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By Amy Phillips Penn

“Marriage was Alan’s way of saying goodbye,” said one of lyricist’s Alan Jay Lerner’s ex-wives, reportedly. How lyrical, dramatic and memorable…Long term commitments are not for everyone.

While three times may or may not be a charm, Lerner double-downed, then added two. Do the math: eight marriages in one lifetime.

Liz Taylor made headlines eight times by taking a vow to seven men (twice to Richard Burton); actress Jennifer O’Neill said: I do, I do, I do, nine times, to eight husbands, also “double dipping” into an ex. Zsa Zsa Gabor comes in at seven marriages and one annulment.

Do the math again.

“Marriage fun, fiddle dee dee,” drawled Scarlet O’Hara.

When is enough “enough, already?”

I grew up in a “get married” era. The pressure was pulverizing.

Our school constitution allegedly once had a diamond-clad rule that students were not allowed to announce their engagement while enrolled.

Engagement rings “as big as the Ritz,” or with less flash, could not be whispered about or flaunted while in restricted blazer and kilted uniform.

One of my erstwhile schoolmates said that her mother chose our school for her girls, as she was planning a divorce. Divorced parents were new to private school hems and haws. Our school apparently could deal with a ripple of avante garde turbulence.

When we graduated, a career was not a priority, but a temporary plan until “until death do us part,” tangoed on in.

Enter “sudden death,” and the divorce lawyer.

At least three of my classmates (myself included) were married in our very early 20s. Between us, we can now count four divorces, one widowhood, and one extremely “well married” classmate. A pillow in one of her Southampton, Palm Beach or New York homes defines her mantra: Eat, Drink and Re-marry.

You go, Mrs. R.!

She and I were briefly related through matrimony—six degrees of “ex” separation, gone sentimental.

Two of my cousins have sent out wedding invitations with Samuel Johnson’s quote: “The Triumph of Hope over Experience,” and Johnson was only talking about second marriages. A new quote is long overdue, Dr. Johnson.

What is it about multiple marriages, anyway? They make their own required reading list, everlasting gossip, and separate most of us from the “multi-weds.”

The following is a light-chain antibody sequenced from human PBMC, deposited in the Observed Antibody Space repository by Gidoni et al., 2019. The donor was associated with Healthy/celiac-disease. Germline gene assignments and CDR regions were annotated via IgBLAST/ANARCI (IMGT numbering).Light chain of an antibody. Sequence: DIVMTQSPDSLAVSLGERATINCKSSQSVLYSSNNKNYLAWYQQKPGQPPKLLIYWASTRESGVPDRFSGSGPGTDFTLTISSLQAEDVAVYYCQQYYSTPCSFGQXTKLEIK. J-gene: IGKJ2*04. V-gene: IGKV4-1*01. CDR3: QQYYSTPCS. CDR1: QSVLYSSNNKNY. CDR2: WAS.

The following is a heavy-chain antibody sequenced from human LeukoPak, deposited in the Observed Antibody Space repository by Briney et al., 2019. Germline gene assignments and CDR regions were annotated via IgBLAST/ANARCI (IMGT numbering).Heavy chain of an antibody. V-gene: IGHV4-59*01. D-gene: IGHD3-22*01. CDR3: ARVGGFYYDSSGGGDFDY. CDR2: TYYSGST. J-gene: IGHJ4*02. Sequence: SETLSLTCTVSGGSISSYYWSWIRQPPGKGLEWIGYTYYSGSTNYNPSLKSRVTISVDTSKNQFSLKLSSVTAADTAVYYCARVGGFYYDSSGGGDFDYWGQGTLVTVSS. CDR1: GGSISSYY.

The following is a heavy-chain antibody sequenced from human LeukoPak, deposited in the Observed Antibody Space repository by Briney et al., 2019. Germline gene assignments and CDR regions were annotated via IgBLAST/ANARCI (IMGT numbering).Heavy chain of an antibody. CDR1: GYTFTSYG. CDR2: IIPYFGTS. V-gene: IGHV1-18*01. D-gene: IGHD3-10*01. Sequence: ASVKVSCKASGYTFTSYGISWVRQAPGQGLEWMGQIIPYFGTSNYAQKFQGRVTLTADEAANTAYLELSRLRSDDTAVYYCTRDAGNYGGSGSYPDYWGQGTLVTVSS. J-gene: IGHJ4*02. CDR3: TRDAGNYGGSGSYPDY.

The etiquette of marriage and divorce evolves, revolves and will never be quite resolved.

Scarlet O’Hara “would never embarrass her family with a divorce,” but longed for a man she could never have, until she could have him.

Can we talk? What about embarrassing your family with a marriage?

A loud, crash bang boom of a marriage, where the police are called to intervene, accusations about drugs and infidelity are hurled, headlines appear, and then…wait for it…wait for it…kiss, kiss…all is well.

The melee is smoothed and smothered into Yesterday’s Papers.

I remember the first time my parents mentioned the D-word. Not about each other—someone they knew was getting divorced.

I increased my childhood vocabulary big time when I asked what divorce meant.

I don’t know what the exact response, but it was the first time I had heard that married couples were not velcroed together forever.

“You’re not going to do that, right?” I asked, terrified.

“Enquiring minds do and don’t want to know.”

Three seems to be the acceptable number of marriages, these days.

Widowhood does not count as a black mark, only as a sigh of sympathy. After a few times too many, it may parlay into a Lifetime TV, movie, residuals included. Some glasses rock at “half full and are ready to bubble over.”

If it hits the headlines, or gossip circuit, simply be blasé, seductively wave the cachet of your latest diamond and reply: “East, drink, and re-marry!”


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